Abbas MY, Nafisi S and Nafisi N*
Faculty of Architecture, Planning & Surveying, Universiti Teknologi MARA (UiTM), 40450 Shah Alam, Malaysia
Received Date: January 28, 2016; Accepted Date: March 11, 2016; Published Date: March 21, 2016
Citation: Abbas MY, Nafisi S, Nafisi N (2016) The Impression of Enclosure in Persian Garden Design. J Steel Struct Constr 2:108. doi:10.4172/2472-0437.1000108
Copyright: © 2016 Abbas MY, et al. This is an open-access article distributed under the terms of the Creative Commons Attribution License, which permits unrestricted use, distribution, and reproduction in any medium, provided the original author and source are credited.
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The presence of enclosure has been a significant characteristic of Persian gardens in Pre-Islamic and Islamic eras. This concept is also reflected in Persian ate miniature painting where buildings are enclosed by a light fence or a wall. In some cases, especially house gardens, the wall looks much stronger, probably to protect the security of the enclosed area. The organic arrangement of natural elements in the garden associated with the pavilion, however, is in contradiction to the presence of the enclosure. It can be said that in numerous paintings, water is not enclosed anymore, but it is the building (and the paved area close to it) that is covered by a transparent barrier or a well. Traditional Iranian towns highly appreciate the sense of privacy in their old building. For centuries, Iranian houses were divided into two parts “Inside” and “outside”, in which family members solely used the first part while guests used the latter as well. Despite the importance of privacy in traditional Iranian culture, Iranian people were not isolated, and social contacts had an importance. In Persian garden can see two barriers: the decorated wall which separates the urban fabric from the garden and the fence which separates the paved area intended for sitting from the planted area. In this subject, it is appealing to see that these two enclosures divide the main frame into three layers of story in which three different groups of figures are located.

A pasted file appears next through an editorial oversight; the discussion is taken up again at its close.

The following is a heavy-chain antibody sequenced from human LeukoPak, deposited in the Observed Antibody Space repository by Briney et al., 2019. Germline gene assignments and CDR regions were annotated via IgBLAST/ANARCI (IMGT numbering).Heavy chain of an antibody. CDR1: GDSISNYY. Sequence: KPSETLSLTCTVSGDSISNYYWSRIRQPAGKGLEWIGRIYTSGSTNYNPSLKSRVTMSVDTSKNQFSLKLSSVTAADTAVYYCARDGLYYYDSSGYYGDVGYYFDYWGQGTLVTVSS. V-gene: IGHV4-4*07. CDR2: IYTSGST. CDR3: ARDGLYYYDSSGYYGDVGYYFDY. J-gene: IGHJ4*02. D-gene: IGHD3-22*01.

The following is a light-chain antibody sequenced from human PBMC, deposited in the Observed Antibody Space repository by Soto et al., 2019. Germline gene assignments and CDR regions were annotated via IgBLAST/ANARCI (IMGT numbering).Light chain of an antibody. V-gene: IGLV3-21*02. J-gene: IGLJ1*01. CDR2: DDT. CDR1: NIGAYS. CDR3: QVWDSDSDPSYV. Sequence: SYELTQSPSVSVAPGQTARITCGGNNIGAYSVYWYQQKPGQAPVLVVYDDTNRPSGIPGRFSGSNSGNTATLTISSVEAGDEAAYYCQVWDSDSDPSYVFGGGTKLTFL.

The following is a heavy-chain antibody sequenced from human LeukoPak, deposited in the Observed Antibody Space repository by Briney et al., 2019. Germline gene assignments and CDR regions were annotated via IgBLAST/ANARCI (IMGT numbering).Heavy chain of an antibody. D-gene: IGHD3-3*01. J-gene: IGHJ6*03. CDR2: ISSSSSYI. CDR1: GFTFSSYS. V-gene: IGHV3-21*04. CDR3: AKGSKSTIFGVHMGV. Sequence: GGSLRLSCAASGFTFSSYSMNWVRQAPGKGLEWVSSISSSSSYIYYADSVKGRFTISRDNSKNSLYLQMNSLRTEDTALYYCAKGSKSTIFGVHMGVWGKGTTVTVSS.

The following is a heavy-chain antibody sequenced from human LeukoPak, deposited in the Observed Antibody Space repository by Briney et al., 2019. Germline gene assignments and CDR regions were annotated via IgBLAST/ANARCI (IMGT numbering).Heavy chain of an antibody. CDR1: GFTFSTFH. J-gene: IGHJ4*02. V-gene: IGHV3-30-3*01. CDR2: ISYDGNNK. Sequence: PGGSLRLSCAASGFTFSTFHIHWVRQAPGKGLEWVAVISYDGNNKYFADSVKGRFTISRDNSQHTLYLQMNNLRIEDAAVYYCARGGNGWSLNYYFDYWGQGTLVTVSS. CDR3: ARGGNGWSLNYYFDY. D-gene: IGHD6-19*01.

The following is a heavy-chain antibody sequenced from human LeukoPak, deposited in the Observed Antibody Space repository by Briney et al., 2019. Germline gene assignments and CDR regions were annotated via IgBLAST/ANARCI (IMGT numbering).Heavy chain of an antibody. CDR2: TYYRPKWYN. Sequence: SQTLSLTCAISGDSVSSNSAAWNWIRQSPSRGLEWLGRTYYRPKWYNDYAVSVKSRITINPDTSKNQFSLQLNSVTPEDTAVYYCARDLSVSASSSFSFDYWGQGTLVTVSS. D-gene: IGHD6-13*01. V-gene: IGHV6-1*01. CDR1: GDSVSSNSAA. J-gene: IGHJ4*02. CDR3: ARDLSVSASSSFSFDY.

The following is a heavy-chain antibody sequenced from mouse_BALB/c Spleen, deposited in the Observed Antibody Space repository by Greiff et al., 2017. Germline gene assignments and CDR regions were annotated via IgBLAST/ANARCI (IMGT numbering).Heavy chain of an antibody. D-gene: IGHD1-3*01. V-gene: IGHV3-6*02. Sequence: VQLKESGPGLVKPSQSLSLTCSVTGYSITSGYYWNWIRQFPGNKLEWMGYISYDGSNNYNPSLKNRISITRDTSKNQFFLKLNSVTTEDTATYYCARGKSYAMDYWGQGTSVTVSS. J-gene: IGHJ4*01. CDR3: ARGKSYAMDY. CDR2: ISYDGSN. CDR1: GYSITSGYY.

Enclosure; Persian garden design; Miniature painting; Islamic era; Pavilion
Iranian garden design it’s often a mixture of architectural style, the garden style in Iran is proportionate to climate and water condition . For Iranian, Persian gardens are a part of Iranian culture. The people of Iran have always desired to have a symbol of the heavens referred to as the paradise represented by the way they have structured their gardens. The gardens have remained green throughout the seasons despite the little water tapped from the melting snow on top of the mountains streaming down the valley. What has fascinated most is the art of creating the gardens in conceptual patterns. There are small gardens owned mostly by individuals or a family and due to an inadequate supply of water, they are unable to transform into plantations .
This research, followed by a description of the process used to develop the survey questionnaire. The purposes of having a pilot study and the discussion of the results. Further, this Section describes the data collection.
Structural Equation ModelLing (SEM)